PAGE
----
President Donald Trump has approved an expanded military mission to secure an expanse of oil fields across eastern Syria, raising a number of difficult legal questions about whether U.S. troops can launch strikes against Syrian, Russian or other forces if they threaten the oil, U.S. officials said.
The decision, coming after a meeting Friday between Trump and his defense leaders, locks hundreds of U.S. troops into a more complicated presence in Syria, despite the president's vow to get America out of the war. Under the new plan, troops would protect a large swath of land controlled by Syrian Kurdish fighters that stretches nearly 90 miles (150 kilometers) from Deir el-Zour to al-Hassakeh, but its exact size is still being determined.
Officials said many details still have to be worked out. But, Trump's decision hands commanders a victory in their push to remain in the country to prevent any resurgence of the Islamic State group, counter Iran and partner with the Kurds, who battled IS alongside the U.S. for several years. But it also forces lawyers in the Pentagon to craft orders for the troops that could see them firing on Syrian government or Russian fighters trying to take back oil facilities that sit within the sovereign nation of Syria.
The officials spoke on condition of anonymity in order to discuss internal deliberations.
Trump's order also slams the door on any suggestion that the bulk of the more than 1,200 U.S. troops that have been in Syria will be coming home any time soon, as he has repeatedly promised.
The Pentagon will not say how many forces will remain in Syria for the new mission. Other officials, also speaking on condition of anonymity to discuss ongoing deliberation, suggest the total number could be at least 800 troops, including the roughly 200 who are at the al-Tanf garrison in southern Syria.
According to officials, lawyers are trying to hammer out details of the military order, which would make clear how far troops will be able to go to keep the oil in the Kurds' control.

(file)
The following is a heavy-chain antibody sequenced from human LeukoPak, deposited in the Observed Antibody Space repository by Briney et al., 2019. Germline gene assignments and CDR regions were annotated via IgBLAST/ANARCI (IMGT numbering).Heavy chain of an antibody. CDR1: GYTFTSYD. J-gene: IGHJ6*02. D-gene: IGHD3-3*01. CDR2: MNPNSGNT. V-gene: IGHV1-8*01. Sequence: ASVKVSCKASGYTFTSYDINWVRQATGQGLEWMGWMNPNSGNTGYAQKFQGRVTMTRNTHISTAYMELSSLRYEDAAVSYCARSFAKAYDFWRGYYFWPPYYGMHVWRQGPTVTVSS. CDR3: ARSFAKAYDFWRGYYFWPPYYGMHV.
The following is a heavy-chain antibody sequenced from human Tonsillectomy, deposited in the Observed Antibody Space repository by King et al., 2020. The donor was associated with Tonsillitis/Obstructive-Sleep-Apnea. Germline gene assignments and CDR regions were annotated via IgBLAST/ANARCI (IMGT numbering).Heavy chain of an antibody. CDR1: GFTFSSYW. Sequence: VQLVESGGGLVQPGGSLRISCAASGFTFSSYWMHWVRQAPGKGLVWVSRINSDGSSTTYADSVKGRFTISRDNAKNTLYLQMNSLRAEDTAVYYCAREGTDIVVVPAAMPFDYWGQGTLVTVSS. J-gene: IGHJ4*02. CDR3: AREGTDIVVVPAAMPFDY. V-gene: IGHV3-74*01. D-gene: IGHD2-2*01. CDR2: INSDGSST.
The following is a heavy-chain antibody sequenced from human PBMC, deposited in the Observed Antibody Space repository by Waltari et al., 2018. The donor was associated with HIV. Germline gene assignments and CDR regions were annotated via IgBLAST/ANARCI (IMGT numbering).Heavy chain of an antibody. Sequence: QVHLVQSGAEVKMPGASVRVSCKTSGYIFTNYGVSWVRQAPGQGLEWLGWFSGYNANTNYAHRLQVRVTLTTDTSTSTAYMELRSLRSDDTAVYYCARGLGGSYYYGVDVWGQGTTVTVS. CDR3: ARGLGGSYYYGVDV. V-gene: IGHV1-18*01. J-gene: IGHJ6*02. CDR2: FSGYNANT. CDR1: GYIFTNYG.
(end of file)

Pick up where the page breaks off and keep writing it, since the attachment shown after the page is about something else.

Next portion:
The legal authority for U.S. troops going into Syria to fight Islamic State militants was based on the 2001 and 2002 Authorizations for Use of Military Force that said U.S. troops can use all necessary force against those involved in the Sept. 11 attacks on America and to prevent any future acts of international terrorism. So, legal experts say the U.S. may have grounds to use the AUMF to prevent the oil from falling into IS hands.
But protecting the oil from Syria government forces or other entities may be harder to defend.
“The U.S. is not at war with either Syria or Turkey, making the use of the AUMF a stretch,” said Stephen Vladeck, a national security law professor at the University of Texas at Austin.
He added that while the U.S. Constitution bestows significant war powers on the president, those are generally meant to be about self-defense and for the collective defense of the country. Arguing that securing the oil is necessary for national security “just strikes me as a bridge too far,” he said.
Members of Congress, including Sen. Tim Kaine, D-Va., have also raised objections to the Trump administration using the AUMF as a basis for war against a sovereign government. That type of action, he and others have argued, required approval by Congress.
U.S. officials said the order approved by Trump does not include any mandate for the U.S. to take Syria's oil. Trump has said multiple times that the U.S. is “keeping the oil.” But the White House and the Pentagon have so far been unable to explain what he means by that. Defense Secretary Mark Esper said Friday he “interprets” Trump's remarks to mean the military should deny IS access to the oil fields.
There were already a couple hundred U.S. troops around Deir el-Zour, and additional forces with armored vehicles, including Bradley infantry carriers, have begun moving in. Officials have said the total force there could grow to about 500.
Trump, Esper and other defense leaders have said it's important to protect the oil so that Islamic State militants can't regain control of the area and use the revenues to finance their operations.
Currently, the U.S.-backed Syrian Kurdish forces have controlled the oil, supported by a small contingent of U.S. troops. A quiet arrangement has existed between the Kurds and the Syrian government, whereby Damascus buys the surplus through middlemen in a smuggling operation that has continued despite political differences. The Kurdish-led administration sells crude oil to private refiners, who use primitive homemade refineries to process fuel and diesel and sell it back to the administration.
It's unclear how long that agreement may continue. And if some dispute arises, U.S. troops must have clear guidance on how to respond.
U.S. forces can use military force to protect themselves. But the oil fields are expansive, and troops can't be everywhere. If, for example, Syrian government troops try to retake a portion of an oil facility and U.S. troops are not nearby, it's unclear now how much force they could use if they aren't acting in self-defense.